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  • Robin Sweeney

Meet the Linnanes Part 2

Meet Jennifer Linnane, the daughter of Bev Linnane featured in our previous Member Spotlight. Jen comes from a talented family and said her mother knits, quilts, rug hooks and sews and grandmother knitted and crocheted and her great grandmother was a prolific quilter and they all made all sorts of wonderful things for her. Her mother, a quite talented seamstress, made some of her clothes as she was growing up. However, in High School Jen remembers wearing some handmade rust-colored corduroy overalls while yearning for trendy black Levi’s jeans. She now wonders if she was spoiled by all the lovely handmade items in her life since she was surrounded by it.

Jen’s mother taught her how to knit in High School, but she didn’t have the patience for it since it took too long. However, after graduating from college and not being able to find a job, Jen said she had to do something so she wouldn’t lose her mind with all her free time, so she took up knitting again. Showing that the creativity in her family was passed on in her genes, her first sweater was a complicated one with wrapped yarn and cables. “It had to be interesting!” says Jen and this theme also seems to fit with her job as an Industrial Designer, a combination of engineering, art and people, a very creative profession. She describes herself as a “multipotentialite” with interests in everything and anything.

When asked about her mother’s knitting, she is in awe of her talent and says her mother tends towards more classic designs and colors, but is still known to go rogue every now and then. . However, Jen acknowledges her tastes are further out there more with colors and design. In fact, if her family was asked what Jen’s favorite color is for knitting they would likely respond with “Monkey Vomit Green,” based on a family visit to the National Zoo in which an Orangutang spewed vile green vomit all over its concrete enclosure and then proceeded to do disgusting monkey things with it afterwards. Now that’s ’s a graphic image, isn’t it?

If she is over at her parents’ house, she finds she is likely doing other things like cooking together or visiting, but if she is able to sit and knit with her mother, those are precious times. It has only been in the last 3-5 years that she has started knitting seriously again, and thinks the isolation under Covid also pushed her into it. She also credits the Greater Boston Knitting Guild with her increased interest in knitting in that her mother joined a few years ago and encouraged her to join, too. She enjoys learning from others and since she finds very few people her age who knit, her mother fills that niche. Jen describes interacting with a mother who knits as “knitting together but apart.” Examples of knitting together but apart include her mother doing a yarn bombing event at Tower Hill and Jen going to visit and support her, and Jen participating in a similar event at the Peabody Museum, plus both working on the Asa Tricosa Ziggurat KAL by GBKG in January 2023. Jen has supported her Mom’s knitting habits by designing and building exhibit booth set ups and business cards and shopping bags for Bev’s Rabbit Hollow craft fair appearances. . Bev and Jen enjoyed a bucket-list one-day visit to Rhinebeck in 2022, which neither one had never attended. They can always be tempted into shopping for yarn together and have been known to wander into local yarn shops and yarn crawls whether their stash needs building or not.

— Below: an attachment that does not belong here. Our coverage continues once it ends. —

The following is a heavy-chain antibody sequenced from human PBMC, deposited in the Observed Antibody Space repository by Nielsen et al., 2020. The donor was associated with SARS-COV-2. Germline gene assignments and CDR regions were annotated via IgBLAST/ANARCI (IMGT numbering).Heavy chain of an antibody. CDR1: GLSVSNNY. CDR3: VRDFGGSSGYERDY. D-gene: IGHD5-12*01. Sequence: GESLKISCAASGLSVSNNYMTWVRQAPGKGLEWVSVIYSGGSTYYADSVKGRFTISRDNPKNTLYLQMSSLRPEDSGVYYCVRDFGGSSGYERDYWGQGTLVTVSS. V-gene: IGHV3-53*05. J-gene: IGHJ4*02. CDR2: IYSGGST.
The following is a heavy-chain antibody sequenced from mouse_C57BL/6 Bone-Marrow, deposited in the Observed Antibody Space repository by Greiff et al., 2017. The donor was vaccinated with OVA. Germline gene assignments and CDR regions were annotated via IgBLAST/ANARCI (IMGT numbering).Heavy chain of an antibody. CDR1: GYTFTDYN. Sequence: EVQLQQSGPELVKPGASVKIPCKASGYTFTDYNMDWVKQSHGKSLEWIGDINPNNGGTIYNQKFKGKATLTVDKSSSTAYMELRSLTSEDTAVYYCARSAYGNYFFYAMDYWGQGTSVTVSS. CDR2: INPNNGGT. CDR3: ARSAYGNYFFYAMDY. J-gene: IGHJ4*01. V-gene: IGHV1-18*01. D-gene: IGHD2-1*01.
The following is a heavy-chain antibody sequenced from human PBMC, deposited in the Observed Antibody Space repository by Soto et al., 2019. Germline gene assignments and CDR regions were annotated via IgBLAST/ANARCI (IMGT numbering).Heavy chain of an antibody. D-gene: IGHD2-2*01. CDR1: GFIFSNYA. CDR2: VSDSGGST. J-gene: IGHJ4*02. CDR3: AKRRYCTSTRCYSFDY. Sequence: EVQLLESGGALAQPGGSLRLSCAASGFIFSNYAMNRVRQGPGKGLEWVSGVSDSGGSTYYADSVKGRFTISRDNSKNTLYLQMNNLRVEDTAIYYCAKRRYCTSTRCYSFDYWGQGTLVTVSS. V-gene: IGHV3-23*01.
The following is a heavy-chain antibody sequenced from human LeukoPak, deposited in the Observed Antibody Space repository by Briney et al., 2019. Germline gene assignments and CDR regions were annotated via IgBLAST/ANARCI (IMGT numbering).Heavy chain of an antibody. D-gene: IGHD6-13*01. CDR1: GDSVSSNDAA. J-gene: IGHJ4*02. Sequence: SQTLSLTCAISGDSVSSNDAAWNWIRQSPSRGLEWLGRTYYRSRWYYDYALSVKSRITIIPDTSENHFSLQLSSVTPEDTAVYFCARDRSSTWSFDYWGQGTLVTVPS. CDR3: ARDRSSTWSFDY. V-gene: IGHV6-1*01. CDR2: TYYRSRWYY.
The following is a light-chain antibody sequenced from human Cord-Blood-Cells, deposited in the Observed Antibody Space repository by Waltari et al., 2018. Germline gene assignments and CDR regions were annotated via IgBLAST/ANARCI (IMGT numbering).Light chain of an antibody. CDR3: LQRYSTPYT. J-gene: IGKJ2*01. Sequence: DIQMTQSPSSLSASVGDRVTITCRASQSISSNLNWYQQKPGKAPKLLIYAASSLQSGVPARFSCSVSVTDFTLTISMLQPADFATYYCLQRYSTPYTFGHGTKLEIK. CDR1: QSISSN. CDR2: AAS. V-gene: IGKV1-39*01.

Jen states she is known to be the black sheep of the family because her creativity can be so out there. But she says she looks at her father (engineer—technical skills) and her mother (nurse—process and people skills) and is not surprised she ended up in a technical but creative field like industrial design. She was encouraged by her family in her creativity and feels she is very lucky in that way. However, she laughs when her mother lovingly tells her, “You broke all the rules!” and sometimes even asks “Where did you come from…?”

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